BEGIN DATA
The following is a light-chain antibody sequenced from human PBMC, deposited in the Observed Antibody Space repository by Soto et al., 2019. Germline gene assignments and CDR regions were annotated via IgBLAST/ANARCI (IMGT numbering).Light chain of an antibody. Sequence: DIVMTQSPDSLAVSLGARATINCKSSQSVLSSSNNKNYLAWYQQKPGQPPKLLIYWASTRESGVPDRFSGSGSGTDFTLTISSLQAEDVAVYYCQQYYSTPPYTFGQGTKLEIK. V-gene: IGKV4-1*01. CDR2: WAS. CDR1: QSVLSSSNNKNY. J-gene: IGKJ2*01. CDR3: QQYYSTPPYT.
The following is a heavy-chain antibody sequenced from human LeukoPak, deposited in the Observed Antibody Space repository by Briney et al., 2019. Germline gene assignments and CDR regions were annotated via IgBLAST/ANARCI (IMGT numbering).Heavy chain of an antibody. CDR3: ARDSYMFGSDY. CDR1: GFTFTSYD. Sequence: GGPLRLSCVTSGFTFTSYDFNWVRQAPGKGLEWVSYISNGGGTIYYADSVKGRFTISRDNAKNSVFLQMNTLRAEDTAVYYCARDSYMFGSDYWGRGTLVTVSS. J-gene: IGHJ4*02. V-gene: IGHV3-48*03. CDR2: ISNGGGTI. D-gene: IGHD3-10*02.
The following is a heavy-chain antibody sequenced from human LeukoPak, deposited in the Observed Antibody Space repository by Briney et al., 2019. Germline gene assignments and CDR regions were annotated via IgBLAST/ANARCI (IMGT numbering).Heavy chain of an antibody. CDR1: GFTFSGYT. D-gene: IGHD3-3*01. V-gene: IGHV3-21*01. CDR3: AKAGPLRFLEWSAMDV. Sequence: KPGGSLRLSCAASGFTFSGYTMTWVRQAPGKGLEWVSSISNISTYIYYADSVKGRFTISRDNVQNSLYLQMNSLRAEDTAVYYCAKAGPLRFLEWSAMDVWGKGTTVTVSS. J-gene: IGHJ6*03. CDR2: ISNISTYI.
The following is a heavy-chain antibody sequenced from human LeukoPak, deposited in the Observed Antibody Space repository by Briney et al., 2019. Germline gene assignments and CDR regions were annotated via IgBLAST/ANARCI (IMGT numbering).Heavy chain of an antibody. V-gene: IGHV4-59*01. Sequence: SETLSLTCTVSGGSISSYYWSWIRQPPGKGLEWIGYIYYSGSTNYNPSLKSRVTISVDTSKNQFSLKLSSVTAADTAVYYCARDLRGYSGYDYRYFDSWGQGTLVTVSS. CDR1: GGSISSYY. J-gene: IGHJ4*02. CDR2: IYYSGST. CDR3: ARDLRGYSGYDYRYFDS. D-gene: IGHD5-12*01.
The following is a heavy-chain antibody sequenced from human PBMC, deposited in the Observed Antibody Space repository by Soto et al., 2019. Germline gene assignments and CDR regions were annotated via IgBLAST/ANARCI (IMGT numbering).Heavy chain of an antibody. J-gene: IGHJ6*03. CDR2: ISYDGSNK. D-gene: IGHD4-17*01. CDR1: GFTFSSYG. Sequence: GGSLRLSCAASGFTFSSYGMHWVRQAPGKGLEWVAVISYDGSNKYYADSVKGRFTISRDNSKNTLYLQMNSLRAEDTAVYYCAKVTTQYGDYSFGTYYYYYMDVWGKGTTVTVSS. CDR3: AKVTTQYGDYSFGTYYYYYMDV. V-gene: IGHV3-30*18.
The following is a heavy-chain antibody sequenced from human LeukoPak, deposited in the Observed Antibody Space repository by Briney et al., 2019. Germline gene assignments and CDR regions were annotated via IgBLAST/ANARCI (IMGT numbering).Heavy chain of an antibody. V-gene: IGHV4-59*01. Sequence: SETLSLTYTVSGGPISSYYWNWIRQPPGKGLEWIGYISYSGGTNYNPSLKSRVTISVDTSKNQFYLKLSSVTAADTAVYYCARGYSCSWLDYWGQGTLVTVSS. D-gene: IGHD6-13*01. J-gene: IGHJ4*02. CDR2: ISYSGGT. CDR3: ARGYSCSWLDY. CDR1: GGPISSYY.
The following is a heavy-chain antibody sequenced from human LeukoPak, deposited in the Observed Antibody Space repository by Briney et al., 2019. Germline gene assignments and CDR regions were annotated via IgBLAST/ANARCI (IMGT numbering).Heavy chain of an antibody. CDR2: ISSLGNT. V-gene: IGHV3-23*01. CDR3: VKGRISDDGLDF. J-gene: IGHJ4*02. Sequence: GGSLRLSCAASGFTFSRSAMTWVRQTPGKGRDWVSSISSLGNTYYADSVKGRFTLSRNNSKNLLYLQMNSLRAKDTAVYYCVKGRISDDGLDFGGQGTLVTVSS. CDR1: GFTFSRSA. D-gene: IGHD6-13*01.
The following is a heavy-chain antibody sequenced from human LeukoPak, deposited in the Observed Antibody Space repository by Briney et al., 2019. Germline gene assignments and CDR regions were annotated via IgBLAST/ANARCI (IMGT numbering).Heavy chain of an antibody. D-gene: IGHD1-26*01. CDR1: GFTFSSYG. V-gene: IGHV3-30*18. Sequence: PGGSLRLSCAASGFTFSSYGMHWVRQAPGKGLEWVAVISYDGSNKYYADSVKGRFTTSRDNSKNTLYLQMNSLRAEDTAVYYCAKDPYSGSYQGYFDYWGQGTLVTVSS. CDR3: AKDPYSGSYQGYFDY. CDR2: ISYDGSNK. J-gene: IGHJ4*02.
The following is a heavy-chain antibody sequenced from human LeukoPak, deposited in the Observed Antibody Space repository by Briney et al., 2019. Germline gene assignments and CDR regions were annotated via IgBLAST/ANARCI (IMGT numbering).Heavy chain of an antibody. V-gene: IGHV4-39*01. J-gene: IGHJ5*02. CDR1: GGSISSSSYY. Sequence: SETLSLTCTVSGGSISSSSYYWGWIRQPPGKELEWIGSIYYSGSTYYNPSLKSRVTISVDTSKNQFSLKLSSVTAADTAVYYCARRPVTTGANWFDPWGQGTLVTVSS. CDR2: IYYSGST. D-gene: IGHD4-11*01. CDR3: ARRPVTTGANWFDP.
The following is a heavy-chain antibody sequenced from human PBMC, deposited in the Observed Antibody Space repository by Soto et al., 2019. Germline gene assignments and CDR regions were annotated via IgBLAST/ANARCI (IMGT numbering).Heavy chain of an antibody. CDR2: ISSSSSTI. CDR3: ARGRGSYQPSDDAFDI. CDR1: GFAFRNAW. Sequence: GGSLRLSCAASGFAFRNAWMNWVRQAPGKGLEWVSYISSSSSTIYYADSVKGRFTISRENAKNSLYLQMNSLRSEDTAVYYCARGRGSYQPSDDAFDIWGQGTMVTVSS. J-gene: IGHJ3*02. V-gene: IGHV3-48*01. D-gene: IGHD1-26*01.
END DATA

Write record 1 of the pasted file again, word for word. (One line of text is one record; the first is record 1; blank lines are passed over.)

The following is a light-chain antibody sequenced from human PBMC, deposited in the Observed Antibody Space repository by Soto et al., 2019. Germline gene assignments and CDR regions were annotated via IgBLAST/ANARCI (IMGT numbering).Light chain of an antibody. Sequence: DIVMTQSPDSLAVSLGARATINCKSSQSVLSSSNNKNYLAWYQQKPGQPPKLLIYWASTRESGVPDRFSGSGSGTDFTLTISSLQAEDVAVYYCQQYYSTPPYTFGQGTKLEIK. V-gene: IGKV4-1*01. CDR2: WAS. CDR1: QSVLSSSNNKNY. J-gene: IGKJ2*01. CDR3: QQYYSTPPYT.